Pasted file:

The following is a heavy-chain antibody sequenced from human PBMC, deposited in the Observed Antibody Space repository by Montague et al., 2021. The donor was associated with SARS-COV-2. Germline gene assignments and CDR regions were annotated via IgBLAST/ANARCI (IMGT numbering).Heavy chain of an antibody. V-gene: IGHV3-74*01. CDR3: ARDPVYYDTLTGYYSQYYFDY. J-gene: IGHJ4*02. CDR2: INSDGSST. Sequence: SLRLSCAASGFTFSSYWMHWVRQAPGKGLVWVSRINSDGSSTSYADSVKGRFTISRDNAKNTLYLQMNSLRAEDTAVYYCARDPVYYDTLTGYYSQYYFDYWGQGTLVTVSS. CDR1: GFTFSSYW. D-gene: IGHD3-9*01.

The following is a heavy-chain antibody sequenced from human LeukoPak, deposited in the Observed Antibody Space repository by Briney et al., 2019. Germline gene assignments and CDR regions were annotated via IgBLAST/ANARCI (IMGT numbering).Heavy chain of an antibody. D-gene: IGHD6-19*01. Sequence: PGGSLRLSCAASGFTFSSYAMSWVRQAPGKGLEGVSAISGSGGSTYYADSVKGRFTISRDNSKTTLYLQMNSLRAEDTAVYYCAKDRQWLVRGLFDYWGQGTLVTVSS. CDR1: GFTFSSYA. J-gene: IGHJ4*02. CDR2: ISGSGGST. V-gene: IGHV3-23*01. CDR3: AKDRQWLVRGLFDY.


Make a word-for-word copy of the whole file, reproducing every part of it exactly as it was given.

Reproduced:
The following is a heavy-chain antibody sequenced from human PBMC, deposited in the Observed Antibody Space repository by Montague et al., 2021. The donor was associated with SARS-COV-2. Germline gene assignments and CDR regions were annotated via IgBLAST/ANARCI (IMGT numbering).Heavy chain of an antibody. V-gene: IGHV3-74*01. CDR3: ARDPVYYDTLTGYYSQYYFDY. J-gene: IGHJ4*02. CDR2: INSDGSST. Sequence: SLRLSCAASGFTFSSYWMHWVRQAPGKGLVWVSRINSDGSSTSYADSVKGRFTISRDNAKNTLYLQMNSLRAEDTAVYYCARDPVYYDTLTGYYSQYYFDYWGQGTLVTVSS. CDR1: GFTFSSYW. D-gene: IGHD3-9*01.

The following is a heavy-chain antibody sequenced from human LeukoPak, deposited in the Observed Antibody Space repository by Briney et al., 2019. Germline gene assignments and CDR regions were annotated via IgBLAST/ANARCI (IMGT numbering).Heavy chain of an antibody. D-gene: IGHD6-19*01. Sequence: PGGSLRLSCAASGFTFSSYAMSWVRQAPGKGLEGVSAISGSGGSTYYADSVKGRFTISRDNSKTTLYLQMNSLRAEDTAVYYCAKDRQWLVRGLFDYWGQGTLVTVSS. CDR1: GFTFSSYA. J-gene: IGHJ4*02. CDR2: ISGSGGST. V-gene: IGHV3-23*01. CDR3: AKDRQWLVRGLFDY.